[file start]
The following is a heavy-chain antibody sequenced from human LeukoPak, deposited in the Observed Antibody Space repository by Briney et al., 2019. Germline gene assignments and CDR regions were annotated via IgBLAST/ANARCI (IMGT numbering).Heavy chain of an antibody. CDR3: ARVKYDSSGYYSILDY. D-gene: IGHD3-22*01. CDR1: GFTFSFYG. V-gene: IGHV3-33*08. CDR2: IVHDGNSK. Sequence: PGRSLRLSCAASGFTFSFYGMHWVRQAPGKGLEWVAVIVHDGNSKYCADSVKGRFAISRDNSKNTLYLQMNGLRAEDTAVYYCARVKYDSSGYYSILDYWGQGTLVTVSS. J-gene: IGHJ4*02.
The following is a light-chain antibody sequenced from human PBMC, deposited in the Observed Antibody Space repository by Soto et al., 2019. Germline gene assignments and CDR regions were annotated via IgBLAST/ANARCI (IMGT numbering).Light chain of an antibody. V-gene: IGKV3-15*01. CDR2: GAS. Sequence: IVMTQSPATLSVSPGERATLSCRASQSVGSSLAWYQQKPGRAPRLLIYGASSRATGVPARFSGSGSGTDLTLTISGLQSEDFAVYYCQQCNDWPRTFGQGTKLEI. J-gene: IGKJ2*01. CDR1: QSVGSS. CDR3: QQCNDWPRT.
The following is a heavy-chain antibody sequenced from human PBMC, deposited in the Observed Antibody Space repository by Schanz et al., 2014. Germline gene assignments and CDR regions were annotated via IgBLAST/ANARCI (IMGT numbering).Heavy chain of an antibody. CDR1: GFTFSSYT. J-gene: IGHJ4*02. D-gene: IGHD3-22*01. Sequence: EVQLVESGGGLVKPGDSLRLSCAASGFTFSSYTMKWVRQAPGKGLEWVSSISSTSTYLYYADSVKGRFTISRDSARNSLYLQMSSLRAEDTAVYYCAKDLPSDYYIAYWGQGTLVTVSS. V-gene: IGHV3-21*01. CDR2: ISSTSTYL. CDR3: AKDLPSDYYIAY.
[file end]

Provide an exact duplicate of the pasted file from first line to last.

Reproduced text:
The following is a heavy-chain antibody sequenced from human LeukoPak, deposited in the Observed Antibody Space repository by Briney et al., 2019. Germline gene assignments and CDR regions were annotated via IgBLAST/ANARCI (IMGT numbering).Heavy chain of an antibody. CDR3: ARVKYDSSGYYSILDY. D-gene: IGHD3-22*01. CDR1: GFTFSFYG. V-gene: IGHV3-33*08. CDR2: IVHDGNSK. Sequence: PGRSLRLSCAASGFTFSFYGMHWVRQAPGKGLEWVAVIVHDGNSKYCADSVKGRFAISRDNSKNTLYLQMNGLRAEDTAVYYCARVKYDSSGYYSILDYWGQGTLVTVSS. J-gene: IGHJ4*02.
The following is a light-chain antibody sequenced from human PBMC, deposited in the Observed Antibody Space repository by Soto et al., 2019. Germline gene assignments and CDR regions were annotated via IgBLAST/ANARCI (IMGT numbering).Light chain of an antibody. V-gene: IGKV3-15*01. CDR2: GAS. Sequence: IVMTQSPATLSVSPGERATLSCRASQSVGSSLAWYQQKPGRAPRLLIYGASSRATGVPARFSGSGSGTDLTLTISGLQSEDFAVYYCQQCNDWPRTFGQGTKLEI. J-gene: IGKJ2*01. CDR1: QSVGSS. CDR3: QQCNDWPRT.
The following is a heavy-chain antibody sequenced from human PBMC, deposited in the Observed Antibody Space repository by Schanz et al., 2014. Germline gene assignments and CDR regions were annotated via IgBLAST/ANARCI (IMGT numbering).Heavy chain of an antibody. CDR1: GFTFSSYT. J-gene: IGHJ4*02. D-gene: IGHD3-22*01. Sequence: EVQLVESGGGLVKPGDSLRLSCAASGFTFSSYTMKWVRQAPGKGLEWVSSISSTSTYLYYADSVKGRFTISRDSARNSLYLQMSSLRAEDTAVYYCAKDLPSDYYIAYWGQGTLVTVSS. V-gene: IGHV3-21*01. CDR2: ISSTSTYL. CDR3: AKDLPSDYYIAY.